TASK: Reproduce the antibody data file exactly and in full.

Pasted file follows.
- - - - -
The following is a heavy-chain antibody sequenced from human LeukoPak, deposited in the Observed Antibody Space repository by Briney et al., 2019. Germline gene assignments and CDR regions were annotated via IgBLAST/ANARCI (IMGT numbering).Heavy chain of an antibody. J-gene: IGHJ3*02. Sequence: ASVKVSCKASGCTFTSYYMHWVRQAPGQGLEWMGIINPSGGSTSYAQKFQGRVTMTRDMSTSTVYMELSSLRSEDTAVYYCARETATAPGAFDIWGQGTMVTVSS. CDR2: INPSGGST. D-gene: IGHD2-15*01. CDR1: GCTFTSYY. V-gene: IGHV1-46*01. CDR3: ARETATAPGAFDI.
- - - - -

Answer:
The following is a heavy-chain antibody sequenced from human LeukoPak, deposited in the Observed Antibody Space repository by Briney et al., 2019. Germline gene assignments and CDR regions were annotated via IgBLAST/ANARCI (IMGT numbering).Heavy chain of an antibody. J-gene: IGHJ3*02. Sequence: ASVKVSCKASGCTFTSYYMHWVRQAPGQGLEWMGIINPSGGSTSYAQKFQGRVTMTRDMSTSTVYMELSSLRSEDTAVYYCARETATAPGAFDIWGQGTMVTVSS. CDR2: INPSGGST. D-gene: IGHD2-15*01. CDR1: GCTFTSYY. V-gene: IGHV1-46*01. CDR3: ARETATAPGAFDI.